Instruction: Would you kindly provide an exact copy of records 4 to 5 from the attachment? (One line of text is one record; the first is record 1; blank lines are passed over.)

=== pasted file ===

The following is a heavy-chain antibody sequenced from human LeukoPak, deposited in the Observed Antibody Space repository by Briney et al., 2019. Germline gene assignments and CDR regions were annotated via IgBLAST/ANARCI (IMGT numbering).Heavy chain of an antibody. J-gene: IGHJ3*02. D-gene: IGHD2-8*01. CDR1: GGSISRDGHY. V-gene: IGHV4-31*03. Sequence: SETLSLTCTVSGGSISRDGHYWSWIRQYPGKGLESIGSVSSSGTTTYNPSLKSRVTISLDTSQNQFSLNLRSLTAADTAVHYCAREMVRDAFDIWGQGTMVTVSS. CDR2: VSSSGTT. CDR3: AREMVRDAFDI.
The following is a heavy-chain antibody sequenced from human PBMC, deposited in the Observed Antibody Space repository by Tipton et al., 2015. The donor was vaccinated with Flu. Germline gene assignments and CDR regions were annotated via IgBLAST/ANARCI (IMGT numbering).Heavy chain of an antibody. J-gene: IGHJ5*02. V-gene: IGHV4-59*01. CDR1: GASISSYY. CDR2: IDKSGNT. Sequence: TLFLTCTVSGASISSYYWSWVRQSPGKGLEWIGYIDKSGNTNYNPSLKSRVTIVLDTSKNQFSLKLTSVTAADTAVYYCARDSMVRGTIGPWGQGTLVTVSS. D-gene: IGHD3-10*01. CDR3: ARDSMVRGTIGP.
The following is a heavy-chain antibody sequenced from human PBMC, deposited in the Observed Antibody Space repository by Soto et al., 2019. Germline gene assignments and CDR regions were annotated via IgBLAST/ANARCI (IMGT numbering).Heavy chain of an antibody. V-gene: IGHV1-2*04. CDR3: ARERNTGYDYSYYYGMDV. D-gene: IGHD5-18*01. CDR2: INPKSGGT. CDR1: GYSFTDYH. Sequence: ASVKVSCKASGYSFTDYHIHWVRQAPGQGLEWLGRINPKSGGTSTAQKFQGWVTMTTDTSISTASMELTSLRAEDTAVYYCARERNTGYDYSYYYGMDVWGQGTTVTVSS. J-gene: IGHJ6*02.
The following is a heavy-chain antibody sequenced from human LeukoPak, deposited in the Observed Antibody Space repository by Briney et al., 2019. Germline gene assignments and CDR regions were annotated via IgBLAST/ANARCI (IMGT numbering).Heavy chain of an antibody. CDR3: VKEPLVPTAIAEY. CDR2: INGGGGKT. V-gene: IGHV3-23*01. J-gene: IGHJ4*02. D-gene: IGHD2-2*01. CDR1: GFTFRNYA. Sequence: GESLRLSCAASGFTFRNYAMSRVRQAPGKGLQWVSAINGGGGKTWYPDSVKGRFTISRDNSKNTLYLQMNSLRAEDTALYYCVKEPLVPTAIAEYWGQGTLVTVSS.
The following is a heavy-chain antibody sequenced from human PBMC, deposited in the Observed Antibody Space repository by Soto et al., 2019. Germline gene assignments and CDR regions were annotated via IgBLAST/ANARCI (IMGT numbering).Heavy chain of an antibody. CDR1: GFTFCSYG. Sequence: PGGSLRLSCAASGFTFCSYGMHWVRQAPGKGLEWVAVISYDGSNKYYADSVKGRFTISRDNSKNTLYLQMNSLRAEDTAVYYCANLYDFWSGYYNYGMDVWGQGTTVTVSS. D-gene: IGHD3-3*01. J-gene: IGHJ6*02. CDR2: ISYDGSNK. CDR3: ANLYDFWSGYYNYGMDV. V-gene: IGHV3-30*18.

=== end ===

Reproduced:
The following is a heavy-chain antibody sequenced from human LeukoPak, deposited in the Observed Antibody Space repository by Briney et al., 2019. Germline gene assignments and CDR regions were annotated via IgBLAST/ANARCI (IMGT numbering).Heavy chain of an antibody. CDR3: VKEPLVPTAIAEY. CDR2: INGGGGKT. V-gene: IGHV3-23*01. J-gene: IGHJ4*02. D-gene: IGHD2-2*01. CDR1: GFTFRNYA. Sequence: GESLRLSCAASGFTFRNYAMSRVRQAPGKGLQWVSAINGGGGKTWYPDSVKGRFTISRDNSKNTLYLQMNSLRAEDTALYYCVKEPLVPTAIAEYWGQGTLVTVSS.
The following is a heavy-chain antibody sequenced from human PBMC, deposited in the Observed Antibody Space repository by Soto et al., 2019. Germline gene assignments and CDR regions were annotated via IgBLAST/ANARCI (IMGT numbering).Heavy chain of an antibody. CDR1: GFTFCSYG. Sequence: PGGSLRLSCAASGFTFCSYGMHWVRQAPGKGLEWVAVISYDGSNKYYADSVKGRFTISRDNSKNTLYLQMNSLRAEDTAVYYCANLYDFWSGYYNYGMDVWGQGTTVTVSS. D-gene: IGHD3-3*01. J-gene: IGHJ6*02. CDR2: ISYDGSNK. CDR3: ANLYDFWSGYYNYGMDV. V-gene: IGHV3-30*18.